3D printed resin restorations – A question of bonding?

[vc_row][vc_column][vc_column_text]3D printed resin restorations … The ongoing innovations in the field of additive manufacturing are opening up further clinical applications in dentistry. The 3D printing technology now presents aesthetic tooth-coloured restorations that can be produced quickly and material-saving.

Valerie Lankes, LMU Munich[/vc_column_text][/vc_column][/vc_row][vc_row][vc_column][vc_column_text]Leading dental printing technologies include photopolymerisation-based stereolithography (SLA) and digital light processing (DLP). This is preceded by computer aided design (CAD), the digital construction of a restoration with support structures and the positioning on the platform of the printer. Immediately after printing, post-processing follows, in which the printed objects are chemically or mechanically cleaned of excess unpolymerised resin. The subsequent post polymerisation manifests the material properties.

Nowadays, the additive manufacturing of long-term temporary restorations increasingly offers an alternative to conventional manufacturing due to improved material properties. But for a successful clinical use of fixed 3D-printed restorations, luting is a crucial factor. However, the low residual monomer content, high conversion rate and highly cross-linked density of carbon bonds can be a challenge for bonding to adhesive luting materials.[/vc_column_text][/vc_column][/vc_row][vc_row][vc_column][vc_column_text]

In vitro-study: Cleaning method and the mechanical pretreatment

The aim of this in vitro study was to investigate whether the cleaning method and the mechanical pretreatment of the bonding surface influence the bond strength to a conventional luting composite. The effects of thermo-mechanical aging and the test method (shear or tensile bond strength) were also examined.[/vc_column_text][vc_single_image image=“5698″ img_size=“large“ add_caption=“yes“ alignment=“center“ onclick=“link_image“][vc_column_text]

Fig. 1 Study design


Materials and methods

720 specimens (printodent GR-17.1 temporary lt, Pro3dure medical GmbH, Iserlohn) were 3D printed. Of the additively manufactured specimens, 360 were chemically cleaned using isopropanol (100%, SAP LP) or InovaPrint wash (HPdent GmbH) or excess monomer was removed by centrifugation (Fig. 2). Then air-particle abrasion followed using aluminum oxide particles (Strahlkorund, Orbis) or glass beads (Perlablast micro, Bego). The specimens were blasted for 10 s at 0.1 MPa or 0.4 MPa (Fig. 3). A conventional luting composite (Panavia V5, Kuraray) with a defined bonding surface was attached to the conditioned surfaces using prefabricated sleeves (Fig. 4).[/vc_column_text][vc_single_image image=“5681″ img_size=“large“ add_caption=“yes“ alignment=“center“ onclick=“link_image“][vc_column_text]

Fig. 2-4 Specimens after centrifugation with excess resin. Air-abrasion with alumina. Specimen connected to luting composite.

[/vc_column_text][vc_column_text]In order to simulate the in vitro tests as close to the clinical practice as possible, half of the specimens in the present investigation were aged in a thermocycler (10 000 cycles, 5/55°C). The bond strength was calculated according to the following equation: Bond strength = load at fracture (N)/ bond area (mm2) = N/mm2[/vc_column_text][vc_single_image image=“5679″ img_size=“large“ add_caption=“yes“ alignment=“center“ onclick=“link_image“][vc_column_text]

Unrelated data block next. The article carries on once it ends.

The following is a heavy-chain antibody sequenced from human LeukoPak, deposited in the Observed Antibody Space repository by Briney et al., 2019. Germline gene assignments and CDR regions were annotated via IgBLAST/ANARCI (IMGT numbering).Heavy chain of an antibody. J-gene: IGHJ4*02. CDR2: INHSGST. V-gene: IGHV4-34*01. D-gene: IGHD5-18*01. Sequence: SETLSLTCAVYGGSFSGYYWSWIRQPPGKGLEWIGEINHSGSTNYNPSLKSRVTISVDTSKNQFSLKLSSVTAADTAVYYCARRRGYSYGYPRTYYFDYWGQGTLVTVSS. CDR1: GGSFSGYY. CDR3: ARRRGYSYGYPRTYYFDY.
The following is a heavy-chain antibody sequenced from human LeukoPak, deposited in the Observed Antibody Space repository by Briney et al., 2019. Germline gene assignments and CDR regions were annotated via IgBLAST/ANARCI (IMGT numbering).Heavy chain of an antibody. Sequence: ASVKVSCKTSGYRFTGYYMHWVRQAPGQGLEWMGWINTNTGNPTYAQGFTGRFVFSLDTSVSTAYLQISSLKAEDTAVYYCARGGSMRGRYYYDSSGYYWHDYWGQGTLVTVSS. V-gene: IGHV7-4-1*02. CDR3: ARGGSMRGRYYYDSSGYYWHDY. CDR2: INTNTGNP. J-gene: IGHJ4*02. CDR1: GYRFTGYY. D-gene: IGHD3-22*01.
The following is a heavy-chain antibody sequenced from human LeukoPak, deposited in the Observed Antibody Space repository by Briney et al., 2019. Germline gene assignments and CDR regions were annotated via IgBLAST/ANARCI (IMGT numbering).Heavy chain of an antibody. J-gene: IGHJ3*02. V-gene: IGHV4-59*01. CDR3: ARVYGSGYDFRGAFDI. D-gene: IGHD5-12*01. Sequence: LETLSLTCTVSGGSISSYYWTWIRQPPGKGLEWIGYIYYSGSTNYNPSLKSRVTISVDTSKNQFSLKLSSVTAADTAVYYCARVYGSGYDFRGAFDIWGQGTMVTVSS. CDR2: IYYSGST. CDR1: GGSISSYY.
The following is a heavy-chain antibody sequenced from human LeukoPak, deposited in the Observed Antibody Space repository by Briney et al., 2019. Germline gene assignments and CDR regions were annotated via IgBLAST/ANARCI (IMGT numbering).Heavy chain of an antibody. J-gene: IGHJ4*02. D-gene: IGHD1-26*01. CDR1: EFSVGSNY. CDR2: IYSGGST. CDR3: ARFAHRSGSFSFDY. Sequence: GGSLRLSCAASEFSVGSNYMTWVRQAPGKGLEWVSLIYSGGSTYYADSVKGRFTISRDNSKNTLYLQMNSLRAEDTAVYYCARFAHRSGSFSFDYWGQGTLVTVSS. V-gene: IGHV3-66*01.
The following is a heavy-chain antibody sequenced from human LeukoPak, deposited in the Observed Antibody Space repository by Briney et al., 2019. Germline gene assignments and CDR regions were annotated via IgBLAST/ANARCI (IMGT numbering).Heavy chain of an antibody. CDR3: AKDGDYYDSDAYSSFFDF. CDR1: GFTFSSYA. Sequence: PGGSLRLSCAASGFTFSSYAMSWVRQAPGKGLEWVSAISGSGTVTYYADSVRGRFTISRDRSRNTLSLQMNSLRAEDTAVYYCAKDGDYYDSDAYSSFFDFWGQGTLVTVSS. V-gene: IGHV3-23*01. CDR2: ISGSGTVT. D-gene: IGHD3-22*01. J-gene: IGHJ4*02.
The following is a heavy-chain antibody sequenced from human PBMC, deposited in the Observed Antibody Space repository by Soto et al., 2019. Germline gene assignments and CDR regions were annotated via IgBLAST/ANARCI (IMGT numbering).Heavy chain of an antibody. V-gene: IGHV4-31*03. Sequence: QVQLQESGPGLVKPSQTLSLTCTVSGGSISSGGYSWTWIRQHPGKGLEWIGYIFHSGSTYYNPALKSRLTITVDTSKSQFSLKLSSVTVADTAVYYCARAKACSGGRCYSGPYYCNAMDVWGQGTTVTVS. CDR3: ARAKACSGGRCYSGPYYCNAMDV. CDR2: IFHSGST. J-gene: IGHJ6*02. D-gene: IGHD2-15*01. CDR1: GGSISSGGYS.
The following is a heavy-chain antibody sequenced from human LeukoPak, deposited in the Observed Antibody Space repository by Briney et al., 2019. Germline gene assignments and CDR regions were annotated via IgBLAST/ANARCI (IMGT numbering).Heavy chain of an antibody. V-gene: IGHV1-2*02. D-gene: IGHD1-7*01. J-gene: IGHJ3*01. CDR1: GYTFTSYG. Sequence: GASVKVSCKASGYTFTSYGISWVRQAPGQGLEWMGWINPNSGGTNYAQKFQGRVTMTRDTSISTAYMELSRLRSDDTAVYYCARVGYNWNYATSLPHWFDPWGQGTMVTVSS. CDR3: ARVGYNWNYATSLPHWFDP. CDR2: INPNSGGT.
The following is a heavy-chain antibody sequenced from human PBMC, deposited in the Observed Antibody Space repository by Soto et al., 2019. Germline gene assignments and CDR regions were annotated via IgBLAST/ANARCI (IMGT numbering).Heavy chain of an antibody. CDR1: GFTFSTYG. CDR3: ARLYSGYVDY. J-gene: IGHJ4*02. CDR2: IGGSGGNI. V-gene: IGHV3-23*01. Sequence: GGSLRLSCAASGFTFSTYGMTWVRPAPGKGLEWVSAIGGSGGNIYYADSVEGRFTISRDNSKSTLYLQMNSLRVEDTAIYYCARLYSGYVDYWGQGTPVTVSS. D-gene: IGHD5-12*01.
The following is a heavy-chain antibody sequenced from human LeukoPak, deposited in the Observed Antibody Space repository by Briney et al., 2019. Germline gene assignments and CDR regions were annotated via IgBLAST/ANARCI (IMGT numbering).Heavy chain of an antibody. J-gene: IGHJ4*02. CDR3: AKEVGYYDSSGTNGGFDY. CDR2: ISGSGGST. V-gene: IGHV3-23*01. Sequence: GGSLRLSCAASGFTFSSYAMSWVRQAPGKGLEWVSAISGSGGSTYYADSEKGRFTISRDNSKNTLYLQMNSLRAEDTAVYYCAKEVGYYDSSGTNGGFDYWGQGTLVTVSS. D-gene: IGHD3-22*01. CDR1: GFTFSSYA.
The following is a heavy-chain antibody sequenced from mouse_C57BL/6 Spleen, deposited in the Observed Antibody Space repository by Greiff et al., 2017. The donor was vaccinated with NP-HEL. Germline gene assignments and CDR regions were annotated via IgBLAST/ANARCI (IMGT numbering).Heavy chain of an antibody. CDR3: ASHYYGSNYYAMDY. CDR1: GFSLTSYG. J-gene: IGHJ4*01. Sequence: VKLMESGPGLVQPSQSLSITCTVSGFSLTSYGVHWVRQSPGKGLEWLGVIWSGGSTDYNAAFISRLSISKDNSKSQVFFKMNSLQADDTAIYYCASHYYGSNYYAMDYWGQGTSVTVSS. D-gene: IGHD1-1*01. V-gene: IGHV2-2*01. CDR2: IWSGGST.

Fig. 6, 7 Tensile bond strength measurement and Shear bond strength measurement

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Fig. 8 Boxplot: Shear bond strength

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Fig. 9 Boxplot: Tensile bond strength



The test method (shear or tensile bond strength) had the greatest effect on the bond strength. Higher values were obtained for shear strength than for tensile strength. A significant correlation between shear and tensile strength was observed. Furthermore, the cleaning method influenced the bond strength. Centrifugation increased the bond strength to the luting composite compared to chemical cleaning with isopropanol or InovaPrint wash. The air-abrasion parameters had less influence. A pressure of 0.4 MPa resulted in higher values than 0.1 MPa. Air-abrasion with alumina showed higher values than air-abrasion with glass beads. Artificial aging had the least effect on the bond strength. Here, higher bond values were observed after aging than after initial testing.[/vc_column_text][vc_column_text]


The results of this study show that the cleaning method and the mechanical pretreatment of the bonding surface influence the bond strength of 3D printed resins to a conventional luting composite. Regarding a luting strategy, air-abrasion with aluminium oxide at 0.4 MPa or additional conditioning with visio.link achieved the highest bond strengths, however, regardless of the chemical or mechanical cleaning method.

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Lankes V, Reymus M, Liebermann A, Stawarczyk B. Bond strength between temporary 3D printable resin and conventional resin composite: influence of cleaning methods and air-abrasion parameters. (Clinical Oral Investigations 2022; doi.org/10.1007/s00784-022-04800-7)


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